HIS MOMENT MISSED
When the Madison Square Garden lights go down on Feb. 7 and the
NBA All-Star teams are introduced during the league's
night-before-the-game extravaganza, there will be no spotlight
on the New York Knicks center who dislocated his right wrist in
December and is out for the season. That's a shame, for this
year's All-Star Weekend should have belonged to Patrick Ewing.
I write even though I never had a close personal relationship
with Ewing--who's a rather frosty sort--and never particularly
enjoyed watching him play during my eight years of covering the
NBA for this publication. He chugs up and down the court like a
man carrying a sack of feed on his back, and he carves out
low-post space with an awkward assault of elbows and knees like
a man crowding onto a rush-hour subway. Among back-to-the-basket
centers, he has the best outside touch of all time, yet his
shot, a fallaway jumper, is never pretty to watch, an exercise
in inexplicable biomechanics.
But game after game, season after season, Ewing has played hard,
indomitably, courageously and, inevitably, without the ultimate
reward, an NBA title. Ewing reminds me of boxer Larry Holmes
(minus the championships). As there was with Holmes, there's
always someone around who's more fun to watch. Hakeem Olajuwon
is sleeker and quicker, David Robinson smarter and faster,
Shaquille O'Neal stronger and more cartoonishly menacing.
February 2, 1998
Yet there's something about the stone-faced immutability of
Ewing that makes me root for him, particularly now, as I watch
him jam his 7-foot, 240-pound body onto the Knicks bench and
cheer on his teammates. Like Holmes, Ewing conducts himself
honorably and with a kind of cumbersome dignity, both on and off
the court. All-Star Weekend would have been the perfect time to
salute that. But Ewing is 35, and his creamed-corn knees won't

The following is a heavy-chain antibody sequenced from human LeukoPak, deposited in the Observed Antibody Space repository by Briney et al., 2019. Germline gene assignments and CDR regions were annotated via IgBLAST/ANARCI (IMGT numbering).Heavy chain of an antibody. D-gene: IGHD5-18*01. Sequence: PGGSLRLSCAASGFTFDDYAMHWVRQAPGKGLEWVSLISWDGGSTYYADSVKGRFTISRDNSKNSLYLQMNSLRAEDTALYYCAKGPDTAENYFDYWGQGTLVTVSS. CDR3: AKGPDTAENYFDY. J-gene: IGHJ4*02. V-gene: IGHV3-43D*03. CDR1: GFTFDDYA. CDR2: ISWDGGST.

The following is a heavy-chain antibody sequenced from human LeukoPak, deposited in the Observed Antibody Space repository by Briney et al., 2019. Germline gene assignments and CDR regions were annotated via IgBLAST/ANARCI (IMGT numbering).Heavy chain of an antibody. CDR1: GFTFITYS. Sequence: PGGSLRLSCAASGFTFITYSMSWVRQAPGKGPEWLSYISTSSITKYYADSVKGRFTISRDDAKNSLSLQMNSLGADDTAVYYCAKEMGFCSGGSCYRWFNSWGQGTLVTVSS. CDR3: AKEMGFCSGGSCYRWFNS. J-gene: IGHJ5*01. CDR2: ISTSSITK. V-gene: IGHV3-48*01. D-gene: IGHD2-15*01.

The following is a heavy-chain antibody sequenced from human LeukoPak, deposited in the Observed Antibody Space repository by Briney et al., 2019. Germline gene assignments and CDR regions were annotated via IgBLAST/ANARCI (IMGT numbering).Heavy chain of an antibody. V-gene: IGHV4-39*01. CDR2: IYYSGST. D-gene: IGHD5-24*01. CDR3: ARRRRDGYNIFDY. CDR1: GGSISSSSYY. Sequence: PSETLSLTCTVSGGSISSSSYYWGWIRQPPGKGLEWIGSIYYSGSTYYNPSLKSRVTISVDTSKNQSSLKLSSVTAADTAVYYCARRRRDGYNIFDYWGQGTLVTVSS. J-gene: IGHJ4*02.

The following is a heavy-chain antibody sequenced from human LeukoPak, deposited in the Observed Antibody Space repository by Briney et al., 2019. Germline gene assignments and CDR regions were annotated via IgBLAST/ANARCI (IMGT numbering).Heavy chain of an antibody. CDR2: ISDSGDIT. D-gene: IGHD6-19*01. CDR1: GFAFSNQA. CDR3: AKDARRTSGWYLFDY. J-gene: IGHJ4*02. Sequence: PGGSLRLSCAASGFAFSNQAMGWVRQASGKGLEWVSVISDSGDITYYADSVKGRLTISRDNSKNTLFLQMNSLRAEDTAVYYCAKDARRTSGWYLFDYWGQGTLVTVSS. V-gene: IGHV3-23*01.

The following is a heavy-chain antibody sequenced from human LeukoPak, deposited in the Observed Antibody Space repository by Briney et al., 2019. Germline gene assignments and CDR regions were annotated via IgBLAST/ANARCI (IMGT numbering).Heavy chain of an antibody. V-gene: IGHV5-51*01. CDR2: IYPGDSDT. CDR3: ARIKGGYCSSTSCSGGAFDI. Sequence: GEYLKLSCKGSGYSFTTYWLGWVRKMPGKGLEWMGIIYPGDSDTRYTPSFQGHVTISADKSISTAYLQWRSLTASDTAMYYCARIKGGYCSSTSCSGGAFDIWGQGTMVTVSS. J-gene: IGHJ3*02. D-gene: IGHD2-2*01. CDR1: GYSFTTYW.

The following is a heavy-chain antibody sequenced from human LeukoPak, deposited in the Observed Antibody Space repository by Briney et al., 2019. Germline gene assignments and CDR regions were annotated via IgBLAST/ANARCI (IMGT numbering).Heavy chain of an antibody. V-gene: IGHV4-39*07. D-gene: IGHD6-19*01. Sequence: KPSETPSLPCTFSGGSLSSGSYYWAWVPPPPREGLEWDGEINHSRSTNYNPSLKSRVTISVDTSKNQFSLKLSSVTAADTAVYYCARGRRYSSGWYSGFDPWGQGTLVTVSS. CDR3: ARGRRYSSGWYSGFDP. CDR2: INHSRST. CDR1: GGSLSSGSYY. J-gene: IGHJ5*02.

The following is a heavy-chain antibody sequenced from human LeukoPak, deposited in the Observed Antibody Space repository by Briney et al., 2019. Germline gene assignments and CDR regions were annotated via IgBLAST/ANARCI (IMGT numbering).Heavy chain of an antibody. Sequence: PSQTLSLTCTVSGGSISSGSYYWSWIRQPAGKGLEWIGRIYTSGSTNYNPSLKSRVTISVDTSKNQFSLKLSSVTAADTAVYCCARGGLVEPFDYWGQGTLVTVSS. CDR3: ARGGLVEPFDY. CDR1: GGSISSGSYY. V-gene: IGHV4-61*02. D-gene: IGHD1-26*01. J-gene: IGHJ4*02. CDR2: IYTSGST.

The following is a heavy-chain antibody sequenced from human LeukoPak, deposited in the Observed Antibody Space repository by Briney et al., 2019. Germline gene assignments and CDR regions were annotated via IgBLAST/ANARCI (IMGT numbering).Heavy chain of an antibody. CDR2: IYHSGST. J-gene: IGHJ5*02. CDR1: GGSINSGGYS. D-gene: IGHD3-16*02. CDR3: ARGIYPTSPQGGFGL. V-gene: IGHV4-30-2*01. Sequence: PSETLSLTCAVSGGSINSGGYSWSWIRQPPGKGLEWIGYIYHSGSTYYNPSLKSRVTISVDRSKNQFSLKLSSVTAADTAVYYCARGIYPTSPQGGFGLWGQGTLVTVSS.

hold out much longer. The moment, I fear, may be gone. --J.M.
The NFL had a terrific moment last weekend in San Diego. Sure
there was Sunday, when the Broncos beat the Packers before
68,912 at Qualcomm Stadium. But there was also Saturday, in a
meeting room in the San Diego Convention Center, before about
200 family members and reporters. That's when former Cincinnati
Bengals tackle Anthony Munoz, having just learned that he'd been
elected to the Pro Football Hall of Fame, sniffled through an
acceptance speech, and when Canton-bound receiver Tommy
McDonald, speaking by phone from his house in King of Prussia,
Pa., kept choking up and actually said something that sounded
At a time when the NFL's biggest postseason news was a new
television deal, it was refreshing to see displays of raw
emotion and passion for the game when the selections of Munoz,
McDonald, safety Paul Krause, linebacker Mike Singletary and
center Dwight Stephenson were announced. Standing in the back of
the room, linebacker Ted Hendricks, who was elected to the Hall
in 1990, relished the scene. "It's not corny," he said. "This is
a game, man. This is such an overwhelming moment. When I go to
the Hall every summer for the induction ceremonies, we have a
members' luncheon, and we always have a pool on which inductee
will choke up the fastest."
On Saturday the quickest tear ducts belonged to the 6'6" Munoz,
who became the Bengals' first Hall of Famer and who misted up as
he said, "What I had was a gift, and I appreciated that gift
every day." McDonald, who played for five teams in the 1950s and
'60s (most memorably the '60 champion Philadelphia Eagles) and
caught 84 touchdown passes, couldn't hold back his delight--not
after having been spurned by the selection committee for 24
years. "I'm with the big boys now!" he bellowed. "There's only
one better place to be right now, baby, and that's heaven!
OOOO-EEEE!" The game could use a few more of those oooo-eeees
right now. --PETER KING
BACK IN THE BALLGAME
The news about Ted Williams in recent years--his three strokes,
the fading of his legendary eyesight, the autograph forgeries